PubDate: 2022-03-01
      DOI: 10.1007/s10730-021-09447-7
       
  • Survey of End-of-Life Care in Intensive Care Units in Ain Shams University
           Hospitals, Cairo, Egypt

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      Abstract: Abstract Studies on end-of-life care reveal different practices regarding withholding and/or withdrawing life-sustaining treatments between countries and regions. Available data about physicians’ practices regarding end-of-life care in ICUs in Egypt is scarce. This study aimed to investigate physicians’ attitudes toward end-of-life care and the reported practice in adult ICUs in Ain Shams University Hospitals, Cairo, Egypt. 100 physicians currently working in several ICU settings in Ain Shams University Hospitals were included. A self-administered questionnaire was used for collection of data. Most of the participants agreed to implementation of “do not resuscitate” (DNR) orders and applying pre-written DNR orders (61% and 65% consecutively), while only 13% almost always/often order DNR for terminally-ill patients. 52% of the participants agreed to usefulness of limiting life-sustaining therapy in some cases, but they expressed fear of legal consequences. 47% found withholding life-sustaining treatment is more ethical than its withdrawal. 16% almost always/often withheld further active treatment but continued current ones while only 6% almost always/often withdrew active therapy for terminally-ill patients. The absence of legislation and guidelines for end-of-life care in ICUs at Ain Shams University Hospitals was the main influential factor for the dissociation between participants’ attitudes and their practices. Therefore, development of a consensus for end-of-life care in ICUs in Egypt is mandatory. Also, training of physicians in ICUs on effective communication with patients’ families and surrogates is important for planning of limitation of life-sustaining treatments.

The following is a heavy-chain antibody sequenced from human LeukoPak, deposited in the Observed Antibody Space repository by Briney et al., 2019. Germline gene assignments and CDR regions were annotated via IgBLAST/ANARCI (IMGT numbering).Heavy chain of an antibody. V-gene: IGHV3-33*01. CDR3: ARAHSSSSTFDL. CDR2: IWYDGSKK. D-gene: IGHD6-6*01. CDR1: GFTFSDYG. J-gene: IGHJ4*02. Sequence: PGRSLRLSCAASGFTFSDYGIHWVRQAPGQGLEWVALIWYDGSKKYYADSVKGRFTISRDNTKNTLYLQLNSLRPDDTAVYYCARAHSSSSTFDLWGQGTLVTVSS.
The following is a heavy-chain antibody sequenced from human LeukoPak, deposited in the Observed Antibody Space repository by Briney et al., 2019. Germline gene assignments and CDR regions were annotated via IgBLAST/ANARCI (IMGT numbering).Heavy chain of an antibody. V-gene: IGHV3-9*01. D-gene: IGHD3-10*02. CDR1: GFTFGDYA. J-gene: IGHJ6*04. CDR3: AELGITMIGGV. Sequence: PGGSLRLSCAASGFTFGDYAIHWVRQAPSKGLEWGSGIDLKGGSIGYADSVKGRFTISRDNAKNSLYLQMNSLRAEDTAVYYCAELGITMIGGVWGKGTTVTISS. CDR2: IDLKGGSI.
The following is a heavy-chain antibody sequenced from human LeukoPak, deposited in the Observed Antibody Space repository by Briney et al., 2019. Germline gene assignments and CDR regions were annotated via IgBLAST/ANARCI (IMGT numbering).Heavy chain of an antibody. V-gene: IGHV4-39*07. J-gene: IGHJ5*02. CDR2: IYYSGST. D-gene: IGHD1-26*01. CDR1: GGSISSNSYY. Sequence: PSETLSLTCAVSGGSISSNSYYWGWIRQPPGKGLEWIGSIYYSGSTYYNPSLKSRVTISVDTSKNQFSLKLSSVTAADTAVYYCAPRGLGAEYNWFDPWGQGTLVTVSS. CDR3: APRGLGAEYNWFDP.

PubDate: 2022-03-01
      DOI: 10.1007/s10730-020-09423-7
       
  • Building Effective Mentoring Relationships During Clinical Ethics
           Fellowships: Pedagogy, Programs, and People

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      Abstract: Abstract How should clinical ethicists be trained' Scholars have stated that clinical ethics fellowships create well-trained, competent ethicists. While this appears intuitive, few features of fellowship programs have been publicly discussed, let alone debated. In this paper, we examine how fellowships can foster effective mentoring relationships. These relationships provide the foundation for the fellow’s transition from novice to competent professional. In this essay, we begin by discussing our pedagogical commitments. Next, we describe the structures our program has created to assist our fellows in becoming competent ethicists. We then outline the kinds of knowledge, skills, and professional attributes mentors should possess. Following this, we focus on the knowledge, skills, and professional attributes that fellows develop as they co-create effective mentoring relationships. We will not prescribe a single approach to fellowship training; instead, our perspective will, we hope, become a catalyst for further conversation on training and mentoring clinical ethics fellows.
      PubDate: 2022-02-26
      DOI: 10.1007/s10730-022-09473-z
       
  • A Revised Moral Appraisal of Early Induction of Labor in Cases of
           Anencephaly